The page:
Astronomy Professor Receives Service Award

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Department Astronomy Professor Dr. Kristine Larsen recently received the 2015 Special Service Award from the Astronomical League in recognition of her “outstanding service, dedication, attention to detail and performance” in her role as volunteer Assistant Editor of the League’s Reflector magazine.

The Astronomical League is the largest group of amateur astronomers in the world, and is made up of members from hundreds of local astronomy clubs as well as members-at-large. Dr. Larsen is a member through the Springfield (Vermont) Telescope Makers, the oldest amateur telescope making organization in the U.S., where she is co-coordinator of programming for the annual Stellafane Convention. She was previously the 2013 recipient of the Walter Scott Houston Award from the North East Region of the Astronomical League in recognition of her achievements in astronomy education and outreach, and is currently President of the American Association of Variable Star Observers (AAVSO), a century-old international organization of professional and amateur astronomers dedicated to the discovery, monitoring, and understanding of variable stars (including the sun). “Astronomy has benefited tremendously from the dedicated work of both volunteer and paid astronomers,” Larsen explains. “It is an honor to work side-by-side with all those who consider astronomy their passion, regardless of whether or not it is their profession.”

 

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Meet the Rock Stars, Part 7: Dr. Jen Piatek

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 [Dr. Piatek dressed as the Apollo Program at the Halloween reception of the 2015 National Geological Society of America meeting]

Name: Jennifer Piatek (yes, I usually use ‘Jen’, but the full name works too. Middle initial only for publications, thank you.)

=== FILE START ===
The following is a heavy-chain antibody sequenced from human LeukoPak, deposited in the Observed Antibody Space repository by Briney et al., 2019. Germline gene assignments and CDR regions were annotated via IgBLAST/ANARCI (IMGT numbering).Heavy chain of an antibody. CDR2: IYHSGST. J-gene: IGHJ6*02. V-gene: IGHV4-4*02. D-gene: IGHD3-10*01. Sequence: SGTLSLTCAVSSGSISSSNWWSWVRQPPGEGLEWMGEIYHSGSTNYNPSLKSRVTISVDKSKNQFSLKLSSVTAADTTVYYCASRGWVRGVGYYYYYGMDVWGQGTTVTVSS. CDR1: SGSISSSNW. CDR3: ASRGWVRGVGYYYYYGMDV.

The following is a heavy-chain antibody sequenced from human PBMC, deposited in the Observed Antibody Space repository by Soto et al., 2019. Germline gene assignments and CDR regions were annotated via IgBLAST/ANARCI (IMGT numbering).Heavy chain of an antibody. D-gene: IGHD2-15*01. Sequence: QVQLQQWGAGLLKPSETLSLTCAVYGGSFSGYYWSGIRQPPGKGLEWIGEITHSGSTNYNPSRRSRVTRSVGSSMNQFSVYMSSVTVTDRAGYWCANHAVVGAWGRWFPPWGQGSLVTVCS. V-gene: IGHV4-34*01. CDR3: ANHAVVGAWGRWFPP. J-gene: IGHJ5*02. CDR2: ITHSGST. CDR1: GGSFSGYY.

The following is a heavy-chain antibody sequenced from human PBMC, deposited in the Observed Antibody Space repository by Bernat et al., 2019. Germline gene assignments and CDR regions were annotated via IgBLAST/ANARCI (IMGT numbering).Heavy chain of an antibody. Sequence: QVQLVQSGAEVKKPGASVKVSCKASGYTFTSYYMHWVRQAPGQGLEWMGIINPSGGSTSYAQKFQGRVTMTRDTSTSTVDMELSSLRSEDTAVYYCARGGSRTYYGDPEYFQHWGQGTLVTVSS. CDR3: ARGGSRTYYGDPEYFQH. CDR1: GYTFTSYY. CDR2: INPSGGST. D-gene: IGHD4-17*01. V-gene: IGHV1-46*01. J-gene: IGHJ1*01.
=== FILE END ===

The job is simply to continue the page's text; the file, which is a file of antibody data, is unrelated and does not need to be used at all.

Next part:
Title: Associate Professor

Year Started at CCSU: Fall 2007

Courses Taught: AST 208 Planetary Astronomy, AST 378 Comparative Planetology, AST 470 Exoplanets, GSCI 121 Dynamic Earth (nee Physical Geology), AST 112 Search for Life on Other Planets (nee Life in the Universe, or something like that), 400 level courses in  Planetary Image Analysis and Volcanology

Current research projects: A few smaller projects using new technologies (GigaPans, thermal imaging) to enhance in-class activities and bring the field to those who can’t get there, but right now the big one is our 4-year NASA funded study of Martian craters (“we” is the group on the proposal – CCSU, Univ. of Western Ontario, Northern Arizona University, and SwRI). The project is to develop detailed interpretations of how craters are formed and modified on Mars using analysis of both high-resolution visible images and thermal infrared data.  We projected that we’d be creating ArcGIS maps for something like 20-30 craters to interpret – lots of work to do there!

Favorite Book: I have too many to pick just one, or even just ten.  The last one I finished was A Dance with Dragons, but I wouldn’t call that a favorite.

Favorite Movie: I’m old school on this one – 2001 A Space Odyssey or Blade Runner, depending on the day.

Favorite Scientific Term:  (the wavelength dependent form of Planck’s blackbody equation, see image attached). I refuse to pick a non-math term. Nearly everything I’ve studied depends on this in some way.

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Something my students don’t know about me:  I came one course shy of a music minor in college – took most of the classes they offered except the “intro” one needed for the minor, played with the band/orchestra/small groups . Haven’t picked up an instrument since then, though, except for an aborted attempt to learn bass guitar.

And I keep a pet Shoggoth in my office for company.

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Meet the Rock Stars, Part 6: Ms. Carol Ivers

[Editor’s note: Carol is a proud alumna of the department, having received her BS here before earning an MS in Planetary Geology from the University of Massachusetts. Carol is also a high school teacher, an avid amateur astronomer, and is a past recipient of the Connecticut Earth Science Teacher of the Year award]

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[Alpine climbing the ridge to Mt. Tupper near Rogers Pass in British Columbia. A drop off of ~2000 feet behind her and to her left kept her clinging tightly to that rock….]

 

Name: Carol B. Ivers

Title: Adjunct Professor

Year Started at CCSU: 1998

Courses Taught: The Cosmos, Earth Science, Physical Geology lab, Meteorology lab, Stellar and Galactic Astronomy lab, various others

Current research projects: Examining the geologic structure of Lac Manicouagan in Quebec

Favorite book: Where the Wild Things Are

Favorite film: The Fifth Element

Favorite scientific term: Stromatotoporoid

Something my students don’t know about me: I bicycled across the North American continent in the summer of 2015.